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Macbeth: from Hero to Villain

Oct 08, 1999 1308 Words
Throughout Macbeth by William Shakespeare we see the transformation of the main character, Macbeth, from hero to villain. Translated, this basically means that Macbeth changes from a brave warrior to a serial killer! <br>

<br>The story of Macbeth takes place in Scotland in the 11th century. Shakespeare has written a tragedy about how a Scottish nobleman (Macbeth) who plots the death of the King in order to become King himself. Due to the tragedy aspect, things do not really go according to plan! <br>

<br>The first time we see Macbeth in the play, he is returning from the battlefield after a victory alongside the Norwegians against a rebel army. "For brave Macbeth" (I, 2, 16) is used by an army Sergeant to describe his actions in the battle. Such phrases as "worthy gentleman" (I, 2, 24) are used by the King. This shows that Macbeth really was a hero, as such a compliment from the King was considered a great honour. <br>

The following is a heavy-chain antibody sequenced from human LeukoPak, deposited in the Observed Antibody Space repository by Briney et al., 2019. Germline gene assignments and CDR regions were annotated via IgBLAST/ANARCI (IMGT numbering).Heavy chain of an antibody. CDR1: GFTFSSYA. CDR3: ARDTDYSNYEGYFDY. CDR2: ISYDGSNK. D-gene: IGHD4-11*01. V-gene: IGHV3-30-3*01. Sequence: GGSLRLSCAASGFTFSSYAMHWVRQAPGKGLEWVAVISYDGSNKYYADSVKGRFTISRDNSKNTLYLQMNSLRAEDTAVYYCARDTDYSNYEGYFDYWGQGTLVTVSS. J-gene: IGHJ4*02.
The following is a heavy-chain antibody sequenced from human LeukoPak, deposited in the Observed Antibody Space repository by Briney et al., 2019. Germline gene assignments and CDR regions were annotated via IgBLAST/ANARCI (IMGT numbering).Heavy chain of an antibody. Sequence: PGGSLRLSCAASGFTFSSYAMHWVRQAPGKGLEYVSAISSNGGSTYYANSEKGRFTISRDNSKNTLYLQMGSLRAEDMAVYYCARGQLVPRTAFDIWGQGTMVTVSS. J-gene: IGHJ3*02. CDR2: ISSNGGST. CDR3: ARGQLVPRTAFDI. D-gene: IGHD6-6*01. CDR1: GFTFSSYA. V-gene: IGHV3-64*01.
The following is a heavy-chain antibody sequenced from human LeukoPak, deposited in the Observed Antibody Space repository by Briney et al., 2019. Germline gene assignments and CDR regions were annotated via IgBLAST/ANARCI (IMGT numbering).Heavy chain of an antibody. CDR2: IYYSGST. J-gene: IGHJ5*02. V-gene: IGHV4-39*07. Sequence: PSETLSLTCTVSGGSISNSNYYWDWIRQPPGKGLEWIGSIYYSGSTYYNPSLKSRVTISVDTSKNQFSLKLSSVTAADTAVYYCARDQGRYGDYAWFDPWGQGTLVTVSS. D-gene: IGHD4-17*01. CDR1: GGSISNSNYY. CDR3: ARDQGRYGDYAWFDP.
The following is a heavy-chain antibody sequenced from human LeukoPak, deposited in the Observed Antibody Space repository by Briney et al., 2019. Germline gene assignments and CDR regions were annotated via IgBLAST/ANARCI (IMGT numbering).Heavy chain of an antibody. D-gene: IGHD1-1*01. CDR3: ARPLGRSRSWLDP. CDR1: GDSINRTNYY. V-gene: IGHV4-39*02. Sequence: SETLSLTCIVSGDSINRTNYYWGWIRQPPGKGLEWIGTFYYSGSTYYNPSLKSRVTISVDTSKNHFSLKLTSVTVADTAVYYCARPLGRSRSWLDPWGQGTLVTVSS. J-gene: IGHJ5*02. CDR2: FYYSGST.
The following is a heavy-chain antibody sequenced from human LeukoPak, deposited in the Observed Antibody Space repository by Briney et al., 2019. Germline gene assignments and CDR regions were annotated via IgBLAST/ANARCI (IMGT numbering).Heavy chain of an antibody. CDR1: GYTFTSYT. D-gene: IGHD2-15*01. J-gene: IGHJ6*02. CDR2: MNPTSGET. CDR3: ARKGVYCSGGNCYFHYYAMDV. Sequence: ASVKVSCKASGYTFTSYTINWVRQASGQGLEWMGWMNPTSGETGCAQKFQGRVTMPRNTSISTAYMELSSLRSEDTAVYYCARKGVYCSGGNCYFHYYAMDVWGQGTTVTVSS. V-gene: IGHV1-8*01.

<br>The first murder Macbeth commits, is that of King Duncan. This murder, was ‘inspired' by the witches. The witches first meet Macbeth while he and Banquo are riding by. The witches greeted him as, the thane of Glamis "All hail, Macbeth! Hail to thee, thane of Glamis" (I, 3, 48), and then as the thane of Cawdor "All hail, Macbeth! Hail to thee, thane of Cawdor" (I, 3, 49). At this point in the play Macbeth had just become thane of Glamis, and the thane of Cawdor is still alive and well. Next, the witches greeted <br>

<br>Macbeth as the King of Scotland: "All hail, Macbeth! That shalt be King hereafter" (I, 3, 50). <br>
<br>Shortly after the departure of the witches, Macbeth found out that he is the thane of Cawdor, as well as Glamis. If the three witches' prediction about Macbeth becoming thane of Cawdor had been correct, did that mean that someday he would also become King? I believe that this is the point in the play where Macbeth starts to think as a villain. If the witches had never greeted him as King on Scotland, then he would probably never have contemplated killing Duncan in the first place. <br>